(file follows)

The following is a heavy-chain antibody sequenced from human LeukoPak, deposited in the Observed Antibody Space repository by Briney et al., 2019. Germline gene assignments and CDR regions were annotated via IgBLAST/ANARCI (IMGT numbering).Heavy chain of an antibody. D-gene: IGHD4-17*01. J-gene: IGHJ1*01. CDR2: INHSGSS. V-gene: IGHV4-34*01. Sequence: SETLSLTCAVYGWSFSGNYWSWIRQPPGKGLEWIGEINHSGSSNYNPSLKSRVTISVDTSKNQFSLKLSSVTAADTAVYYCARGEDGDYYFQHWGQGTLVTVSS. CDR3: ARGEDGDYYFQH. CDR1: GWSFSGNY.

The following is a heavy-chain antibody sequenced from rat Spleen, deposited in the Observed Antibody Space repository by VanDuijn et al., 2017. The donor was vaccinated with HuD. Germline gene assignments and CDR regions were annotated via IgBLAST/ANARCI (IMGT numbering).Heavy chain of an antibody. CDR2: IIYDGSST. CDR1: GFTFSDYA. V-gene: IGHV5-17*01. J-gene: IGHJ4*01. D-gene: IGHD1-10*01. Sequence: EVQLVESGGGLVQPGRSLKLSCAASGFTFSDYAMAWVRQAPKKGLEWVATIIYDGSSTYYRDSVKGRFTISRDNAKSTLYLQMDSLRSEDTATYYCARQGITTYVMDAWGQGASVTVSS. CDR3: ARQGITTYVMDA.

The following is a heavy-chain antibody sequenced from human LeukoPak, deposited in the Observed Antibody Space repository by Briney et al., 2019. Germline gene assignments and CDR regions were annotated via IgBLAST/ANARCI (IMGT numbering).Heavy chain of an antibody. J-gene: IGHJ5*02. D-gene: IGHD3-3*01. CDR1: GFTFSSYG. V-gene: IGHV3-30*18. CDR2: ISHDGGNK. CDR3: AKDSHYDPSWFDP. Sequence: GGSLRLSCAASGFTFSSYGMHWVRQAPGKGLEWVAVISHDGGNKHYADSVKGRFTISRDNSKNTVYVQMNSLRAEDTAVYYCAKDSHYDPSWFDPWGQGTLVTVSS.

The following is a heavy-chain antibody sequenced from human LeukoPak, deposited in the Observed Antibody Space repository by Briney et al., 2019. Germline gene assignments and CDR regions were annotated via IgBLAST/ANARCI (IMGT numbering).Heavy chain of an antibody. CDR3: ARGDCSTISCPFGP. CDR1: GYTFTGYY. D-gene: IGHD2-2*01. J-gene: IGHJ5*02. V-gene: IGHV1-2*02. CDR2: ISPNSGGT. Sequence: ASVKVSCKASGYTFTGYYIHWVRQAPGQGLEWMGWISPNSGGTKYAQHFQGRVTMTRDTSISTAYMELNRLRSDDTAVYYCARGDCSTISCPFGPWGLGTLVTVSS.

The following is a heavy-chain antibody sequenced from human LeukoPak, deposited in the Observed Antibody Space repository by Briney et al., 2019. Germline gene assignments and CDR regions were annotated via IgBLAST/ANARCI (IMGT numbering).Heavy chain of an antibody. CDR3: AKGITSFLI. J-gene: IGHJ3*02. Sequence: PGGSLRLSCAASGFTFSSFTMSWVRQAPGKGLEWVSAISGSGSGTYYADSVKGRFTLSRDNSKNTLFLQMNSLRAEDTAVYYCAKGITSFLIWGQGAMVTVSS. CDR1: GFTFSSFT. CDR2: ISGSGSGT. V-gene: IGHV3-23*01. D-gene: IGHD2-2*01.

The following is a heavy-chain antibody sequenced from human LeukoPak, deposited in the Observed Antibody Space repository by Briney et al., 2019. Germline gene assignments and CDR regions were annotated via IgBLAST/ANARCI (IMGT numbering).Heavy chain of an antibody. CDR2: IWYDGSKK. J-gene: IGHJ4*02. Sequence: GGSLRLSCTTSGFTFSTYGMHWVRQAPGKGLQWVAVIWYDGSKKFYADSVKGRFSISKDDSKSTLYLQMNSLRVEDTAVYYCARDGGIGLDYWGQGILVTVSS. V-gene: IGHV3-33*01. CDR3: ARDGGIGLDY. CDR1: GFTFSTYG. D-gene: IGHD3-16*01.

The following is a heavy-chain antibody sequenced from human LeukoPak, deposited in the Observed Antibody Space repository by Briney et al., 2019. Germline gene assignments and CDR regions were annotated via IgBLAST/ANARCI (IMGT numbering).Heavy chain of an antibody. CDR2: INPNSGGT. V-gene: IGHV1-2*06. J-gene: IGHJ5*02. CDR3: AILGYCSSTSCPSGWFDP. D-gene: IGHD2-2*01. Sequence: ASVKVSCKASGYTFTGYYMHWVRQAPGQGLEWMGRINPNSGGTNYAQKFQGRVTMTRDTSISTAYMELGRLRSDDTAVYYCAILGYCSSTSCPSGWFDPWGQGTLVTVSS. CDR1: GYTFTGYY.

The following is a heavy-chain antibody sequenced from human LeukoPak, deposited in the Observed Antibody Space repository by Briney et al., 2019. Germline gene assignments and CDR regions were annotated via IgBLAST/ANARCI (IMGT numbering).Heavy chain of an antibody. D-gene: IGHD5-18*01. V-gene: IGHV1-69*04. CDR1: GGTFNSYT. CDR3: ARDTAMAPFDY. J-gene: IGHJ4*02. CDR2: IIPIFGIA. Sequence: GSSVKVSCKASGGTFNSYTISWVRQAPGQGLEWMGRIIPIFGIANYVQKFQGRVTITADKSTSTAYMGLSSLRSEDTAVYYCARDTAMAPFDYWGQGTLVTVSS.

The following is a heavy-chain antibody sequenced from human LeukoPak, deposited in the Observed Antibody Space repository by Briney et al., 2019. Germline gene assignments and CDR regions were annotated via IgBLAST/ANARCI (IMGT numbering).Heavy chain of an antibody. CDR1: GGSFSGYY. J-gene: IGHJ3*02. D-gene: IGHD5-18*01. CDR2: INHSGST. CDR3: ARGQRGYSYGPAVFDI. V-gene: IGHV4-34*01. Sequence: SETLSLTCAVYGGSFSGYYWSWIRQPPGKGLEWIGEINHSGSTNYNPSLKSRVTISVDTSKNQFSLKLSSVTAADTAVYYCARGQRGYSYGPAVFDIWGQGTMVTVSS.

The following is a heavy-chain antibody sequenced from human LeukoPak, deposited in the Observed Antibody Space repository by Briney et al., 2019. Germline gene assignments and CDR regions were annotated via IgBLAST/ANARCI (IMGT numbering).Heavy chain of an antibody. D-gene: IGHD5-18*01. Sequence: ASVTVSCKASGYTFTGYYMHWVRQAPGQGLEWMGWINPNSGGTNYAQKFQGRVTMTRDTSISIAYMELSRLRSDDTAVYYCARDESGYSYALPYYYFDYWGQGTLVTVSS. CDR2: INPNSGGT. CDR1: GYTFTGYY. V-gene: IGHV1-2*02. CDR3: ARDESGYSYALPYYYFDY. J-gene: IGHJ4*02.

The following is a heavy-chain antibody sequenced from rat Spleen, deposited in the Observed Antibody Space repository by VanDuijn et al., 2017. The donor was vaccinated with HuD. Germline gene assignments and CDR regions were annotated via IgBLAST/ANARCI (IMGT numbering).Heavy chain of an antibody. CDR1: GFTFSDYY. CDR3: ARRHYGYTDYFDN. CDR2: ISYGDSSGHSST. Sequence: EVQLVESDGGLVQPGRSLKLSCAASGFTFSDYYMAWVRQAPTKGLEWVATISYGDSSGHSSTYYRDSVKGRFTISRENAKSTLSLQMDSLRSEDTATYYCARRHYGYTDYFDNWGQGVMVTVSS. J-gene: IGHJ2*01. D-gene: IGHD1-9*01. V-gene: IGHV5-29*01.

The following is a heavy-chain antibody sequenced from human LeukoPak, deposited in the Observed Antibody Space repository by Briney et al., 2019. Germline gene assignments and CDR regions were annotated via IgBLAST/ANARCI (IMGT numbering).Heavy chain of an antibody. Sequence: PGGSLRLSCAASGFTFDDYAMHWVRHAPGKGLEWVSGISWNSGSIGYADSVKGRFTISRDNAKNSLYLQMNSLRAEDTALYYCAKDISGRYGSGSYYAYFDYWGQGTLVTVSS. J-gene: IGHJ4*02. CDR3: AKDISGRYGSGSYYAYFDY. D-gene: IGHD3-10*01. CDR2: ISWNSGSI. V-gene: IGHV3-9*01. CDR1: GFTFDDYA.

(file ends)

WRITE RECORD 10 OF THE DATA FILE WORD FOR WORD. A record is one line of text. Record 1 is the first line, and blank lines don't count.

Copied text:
The following is a heavy-chain antibody sequenced from human LeukoPak, deposited in the Observed Antibody Space repository by Briney et al., 2019. Germline gene assignments and CDR regions were annotated via IgBLAST/ANARCI (IMGT numbering).Heavy chain of an antibody. D-gene: IGHD5-18*01. Sequence: ASVTVSCKASGYTFTGYYMHWVRQAPGQGLEWMGWINPNSGGTNYAQKFQGRVTMTRDTSISIAYMELSRLRSDDTAVYYCARDESGYSYALPYYYFDYWGQGTLVTVSS. CDR2: INPNSGGT. CDR1: GYTFTGYY. V-gene: IGHV1-2*02. CDR3: ARDESGYSYALPYYYFDY. J-gene: IGHJ4*02.